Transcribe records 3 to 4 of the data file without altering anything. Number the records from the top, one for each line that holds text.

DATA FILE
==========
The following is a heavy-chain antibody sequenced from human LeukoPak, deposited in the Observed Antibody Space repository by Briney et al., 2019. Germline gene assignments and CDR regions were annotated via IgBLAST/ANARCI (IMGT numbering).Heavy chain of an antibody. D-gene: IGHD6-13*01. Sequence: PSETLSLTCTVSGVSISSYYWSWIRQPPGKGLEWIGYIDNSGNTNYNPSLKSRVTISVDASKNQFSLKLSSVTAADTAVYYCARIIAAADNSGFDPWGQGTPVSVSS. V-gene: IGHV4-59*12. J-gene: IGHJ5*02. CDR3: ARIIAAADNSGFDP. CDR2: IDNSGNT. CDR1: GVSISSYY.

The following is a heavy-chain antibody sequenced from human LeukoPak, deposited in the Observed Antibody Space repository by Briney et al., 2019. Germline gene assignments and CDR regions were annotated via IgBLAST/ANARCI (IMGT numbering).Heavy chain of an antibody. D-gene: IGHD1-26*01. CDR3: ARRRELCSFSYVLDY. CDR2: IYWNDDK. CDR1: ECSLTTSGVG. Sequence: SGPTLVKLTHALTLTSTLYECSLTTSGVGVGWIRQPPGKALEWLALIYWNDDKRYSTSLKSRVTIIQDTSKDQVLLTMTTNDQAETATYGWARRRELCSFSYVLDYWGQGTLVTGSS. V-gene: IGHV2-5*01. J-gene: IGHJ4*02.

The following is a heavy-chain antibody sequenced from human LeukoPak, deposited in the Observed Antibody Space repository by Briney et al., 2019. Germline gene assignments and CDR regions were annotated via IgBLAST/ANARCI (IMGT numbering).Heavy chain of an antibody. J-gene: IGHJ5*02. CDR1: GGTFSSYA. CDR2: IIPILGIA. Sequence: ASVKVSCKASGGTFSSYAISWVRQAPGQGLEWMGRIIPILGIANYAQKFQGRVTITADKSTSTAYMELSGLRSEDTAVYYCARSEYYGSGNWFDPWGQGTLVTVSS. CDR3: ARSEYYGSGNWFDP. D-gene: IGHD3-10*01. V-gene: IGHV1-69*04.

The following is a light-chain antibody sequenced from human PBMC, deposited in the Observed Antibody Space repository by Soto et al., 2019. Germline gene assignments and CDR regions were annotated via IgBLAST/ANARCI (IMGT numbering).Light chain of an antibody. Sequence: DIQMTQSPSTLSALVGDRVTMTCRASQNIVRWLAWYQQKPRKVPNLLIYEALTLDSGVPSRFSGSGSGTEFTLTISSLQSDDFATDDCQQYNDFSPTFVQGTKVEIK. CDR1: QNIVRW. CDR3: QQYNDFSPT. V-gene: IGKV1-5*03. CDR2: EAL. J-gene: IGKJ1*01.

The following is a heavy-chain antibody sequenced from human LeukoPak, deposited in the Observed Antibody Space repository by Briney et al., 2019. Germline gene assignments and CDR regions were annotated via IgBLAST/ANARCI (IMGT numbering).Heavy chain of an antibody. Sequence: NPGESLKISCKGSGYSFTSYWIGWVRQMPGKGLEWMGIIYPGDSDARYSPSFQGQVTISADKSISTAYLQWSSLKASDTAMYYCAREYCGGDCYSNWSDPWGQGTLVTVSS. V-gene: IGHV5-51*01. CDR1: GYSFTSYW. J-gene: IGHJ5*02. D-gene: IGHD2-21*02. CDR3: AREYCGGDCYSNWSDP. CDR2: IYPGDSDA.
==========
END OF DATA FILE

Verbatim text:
The following is a heavy-chain antibody sequenced from human LeukoPak, deposited in the Observed Antibody Space repository by Briney et al., 2019. Germline gene assignments and CDR regions were annotated via IgBLAST/ANARCI (IMGT numbering).Heavy chain of an antibody. J-gene: IGHJ5*02. CDR1: GGTFSSYA. CDR2: IIPILGIA. Sequence: ASVKVSCKASGGTFSSYAISWVRQAPGQGLEWMGRIIPILGIANYAQKFQGRVTITADKSTSTAYMELSGLRSEDTAVYYCARSEYYGSGNWFDPWGQGTLVTVSS. CDR3: ARSEYYGSGNWFDP. D-gene: IGHD3-10*01. V-gene: IGHV1-69*04.

The following is a light-chain antibody sequenced from human PBMC, deposited in the Observed Antibody Space repository by Soto et al., 2019. Germline gene assignments and CDR regions were annotated via IgBLAST/ANARCI (IMGT numbering).Light chain of an antibody. Sequence: DIQMTQSPSTLSALVGDRVTMTCRASQNIVRWLAWYQQKPRKVPNLLIYEALTLDSGVPSRFSGSGSGTEFTLTISSLQSDDFATDDCQQYNDFSPTFVQGTKVEIK. CDR1: QNIVRW. CDR3: QQYNDFSPT. V-gene: IGKV1-5*03. CDR2: EAL. J-gene: IGKJ1*01.